Improving representations of music audio for music information retrieval

Fri, 04/13/2012 - 1:15pm - 2:30pm
CCRMA Seminar Room
Event Type: 
Hearing Seminar
There are lots of tools we'd like to build to analyze and respond to music. Denizens of the Hearing Seminar probably prefer an approach based on features. It's worked well for humans, why not make it work for machines? But machine-learning systems are agnostic---they use whatever data you give them. Much of the original work on music information retrieval was based on MFCC, a representation of speech that was designed for speech (based on perception) and throws away the pitch! How can one look at music and ignore, for example, the pitch?!?!?!?!

I'm happy to introduce Phillipe Hammel to the Hearing Seminar. He'll be at CCRMA this week to talk about his work on learning better features for music audio. He's interning at Google, and undoubtably has lots of good stories (and data.)

    Who:    Phillipe Hamel (Google and Univ. of Montreal)
    Why:    Music is fun (and learning from it is even better.)
    What:    Improving representations of music audio for music information retrieval.
    When:    Friday April 13th at 1:15PM
    Where:    CCRMA Seminar Room - Top Floor of the Knoll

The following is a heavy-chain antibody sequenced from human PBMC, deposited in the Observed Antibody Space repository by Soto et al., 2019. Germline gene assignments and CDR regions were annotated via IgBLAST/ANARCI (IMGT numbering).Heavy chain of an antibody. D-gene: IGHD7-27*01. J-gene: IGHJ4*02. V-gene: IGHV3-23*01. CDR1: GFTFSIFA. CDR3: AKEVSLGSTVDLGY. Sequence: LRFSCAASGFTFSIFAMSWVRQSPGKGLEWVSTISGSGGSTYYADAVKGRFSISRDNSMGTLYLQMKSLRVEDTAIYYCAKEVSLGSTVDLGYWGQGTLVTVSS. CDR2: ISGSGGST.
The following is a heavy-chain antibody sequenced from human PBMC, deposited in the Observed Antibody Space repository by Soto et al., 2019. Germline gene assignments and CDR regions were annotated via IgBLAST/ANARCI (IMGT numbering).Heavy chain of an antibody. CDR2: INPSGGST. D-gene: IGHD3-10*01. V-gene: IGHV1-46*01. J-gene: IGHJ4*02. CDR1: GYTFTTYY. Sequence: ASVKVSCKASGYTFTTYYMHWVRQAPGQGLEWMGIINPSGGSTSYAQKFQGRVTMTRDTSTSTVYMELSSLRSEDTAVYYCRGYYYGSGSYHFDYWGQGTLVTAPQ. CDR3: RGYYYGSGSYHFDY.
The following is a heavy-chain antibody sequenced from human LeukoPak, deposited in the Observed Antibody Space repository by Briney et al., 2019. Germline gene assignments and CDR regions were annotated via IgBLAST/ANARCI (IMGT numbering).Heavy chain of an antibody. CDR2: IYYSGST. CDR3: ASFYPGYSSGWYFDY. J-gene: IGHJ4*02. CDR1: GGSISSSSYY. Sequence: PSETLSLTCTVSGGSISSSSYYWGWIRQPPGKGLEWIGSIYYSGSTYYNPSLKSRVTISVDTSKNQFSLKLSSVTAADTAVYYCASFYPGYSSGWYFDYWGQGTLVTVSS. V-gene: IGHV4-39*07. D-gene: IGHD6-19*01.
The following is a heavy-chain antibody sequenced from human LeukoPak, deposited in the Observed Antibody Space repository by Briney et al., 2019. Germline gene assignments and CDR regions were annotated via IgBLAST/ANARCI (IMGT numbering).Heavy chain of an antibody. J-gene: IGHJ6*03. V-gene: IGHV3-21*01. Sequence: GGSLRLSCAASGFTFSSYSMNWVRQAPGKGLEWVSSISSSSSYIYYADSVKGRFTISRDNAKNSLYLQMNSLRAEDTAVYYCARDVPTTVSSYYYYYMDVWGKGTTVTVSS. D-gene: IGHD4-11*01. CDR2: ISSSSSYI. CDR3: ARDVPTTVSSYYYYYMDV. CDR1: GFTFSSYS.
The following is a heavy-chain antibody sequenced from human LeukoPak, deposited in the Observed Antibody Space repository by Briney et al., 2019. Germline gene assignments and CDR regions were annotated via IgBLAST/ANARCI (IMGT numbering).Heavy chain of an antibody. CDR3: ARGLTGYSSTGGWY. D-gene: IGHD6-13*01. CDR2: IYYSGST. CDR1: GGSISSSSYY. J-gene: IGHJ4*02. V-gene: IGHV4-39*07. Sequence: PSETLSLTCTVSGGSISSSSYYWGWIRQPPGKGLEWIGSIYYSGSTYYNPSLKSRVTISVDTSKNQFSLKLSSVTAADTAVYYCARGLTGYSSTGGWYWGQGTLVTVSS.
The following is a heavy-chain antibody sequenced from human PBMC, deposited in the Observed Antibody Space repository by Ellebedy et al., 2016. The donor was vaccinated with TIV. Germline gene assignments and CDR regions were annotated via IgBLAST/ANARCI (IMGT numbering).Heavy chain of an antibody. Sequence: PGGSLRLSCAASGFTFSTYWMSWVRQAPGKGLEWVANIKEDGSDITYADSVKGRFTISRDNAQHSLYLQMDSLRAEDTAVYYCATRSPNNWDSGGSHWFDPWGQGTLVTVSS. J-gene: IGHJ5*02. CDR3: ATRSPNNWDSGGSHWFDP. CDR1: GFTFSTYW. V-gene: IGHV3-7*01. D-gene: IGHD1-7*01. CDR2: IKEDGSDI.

This coming Friday! Bring your music ears (and their feature detectors) and Phillipe will perhaps improve on them!

- Malcolm

Improving representations of music audio for music information retrieval.

The music information retrieval field (MIR) depends on machine
learning to solve a multitude of tasks. Many of these task, such as
auto-tagging, genre classification, instrument recognition, music
similarity and automatic transcription relies heavily on features
extracted from music audio. However, the importance of the choice of
these audio features is often overlooked. Often, audio features throw
away too much relevant musical information from the signal, or are
blind to temporal dynamics. Obviously, bad features will hinder the
performance of any machine learning system, however complex, learning
over these features.

I will discuss simple methods to obtain general purpose audio features
that are well suited to preserve music information and have desirable
properties such as temporal and spectral shift invariance. I will also
discuss how machine learning, either unsupervised or supervised, can
be incorporated in the feature extraction to obtain more dataset
specific or task specific features. Finally I will present a few
recent methods that have been proposed to capture longer-term dynamics
by using combinations of features at different time scales.

Philippe Hamel is a Ph.D. student in computer science at Université de
Montréal, under the supervision of Douglas Eck and Yoshua Bengio. His
main research interest is machine learning and its applications to the
music domain. His recent work has been focused on artificial neural
networks, deep learning and signal processing. He is interested in
music information retrieval problems such as automatic tagging, music
classification and music recommendation. Prior to his work in computer
science, he studied physics at Université de Montréal where he
obtained his M.Sc. in theoretical physics (2006). Philippe is
currently doing an internship at Google Inc., in Mountain View, CA,
working on music recommendation.

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